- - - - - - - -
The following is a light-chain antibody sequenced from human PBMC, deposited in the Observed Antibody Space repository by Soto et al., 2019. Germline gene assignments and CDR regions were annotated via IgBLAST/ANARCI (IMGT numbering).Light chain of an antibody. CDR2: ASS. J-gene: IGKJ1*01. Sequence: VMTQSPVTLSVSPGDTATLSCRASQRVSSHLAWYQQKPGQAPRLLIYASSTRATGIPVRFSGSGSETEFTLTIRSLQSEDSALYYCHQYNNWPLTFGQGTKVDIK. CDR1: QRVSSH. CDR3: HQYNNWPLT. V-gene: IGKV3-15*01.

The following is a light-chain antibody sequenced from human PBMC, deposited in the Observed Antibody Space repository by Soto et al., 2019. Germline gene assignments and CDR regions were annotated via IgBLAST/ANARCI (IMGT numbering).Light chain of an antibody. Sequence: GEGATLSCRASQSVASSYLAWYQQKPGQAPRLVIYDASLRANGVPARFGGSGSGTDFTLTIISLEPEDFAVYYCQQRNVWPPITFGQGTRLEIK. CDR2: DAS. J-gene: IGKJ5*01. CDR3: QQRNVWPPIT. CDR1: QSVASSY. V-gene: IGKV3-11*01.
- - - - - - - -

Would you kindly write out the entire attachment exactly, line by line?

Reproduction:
The following is a light-chain antibody sequenced from human PBMC, deposited in the Observed Antibody Space repository by Soto et al., 2019. Germline gene assignments and CDR regions were annotated via IgBLAST/ANARCI (IMGT numbering).Light chain of an antibody. CDR2: ASS. J-gene: IGKJ1*01. Sequence: VMTQSPVTLSVSPGDTATLSCRASQRVSSHLAWYQQKPGQAPRLLIYASSTRATGIPVRFSGSGSETEFTLTIRSLQSEDSALYYCHQYNNWPLTFGQGTKVDIK. CDR1: QRVSSH. CDR3: HQYNNWPLT. V-gene: IGKV3-15*01.

The following is a light-chain antibody sequenced from human PBMC, deposited in the Observed Antibody Space repository by Soto et al., 2019. Germline gene assignments and CDR regions were annotated via IgBLAST/ANARCI (IMGT numbering).Light chain of an antibody. Sequence: GEGATLSCRASQSVASSYLAWYQQKPGQAPRLVIYDASLRANGVPARFGGSGSGTDFTLTIISLEPEDFAVYYCQQRNVWPPITFGQGTRLEIK. CDR2: DAS. J-gene: IGKJ5*01. CDR3: QQRNVWPPIT. CDR1: QSVASSY. V-gene: IGKV3-11*01.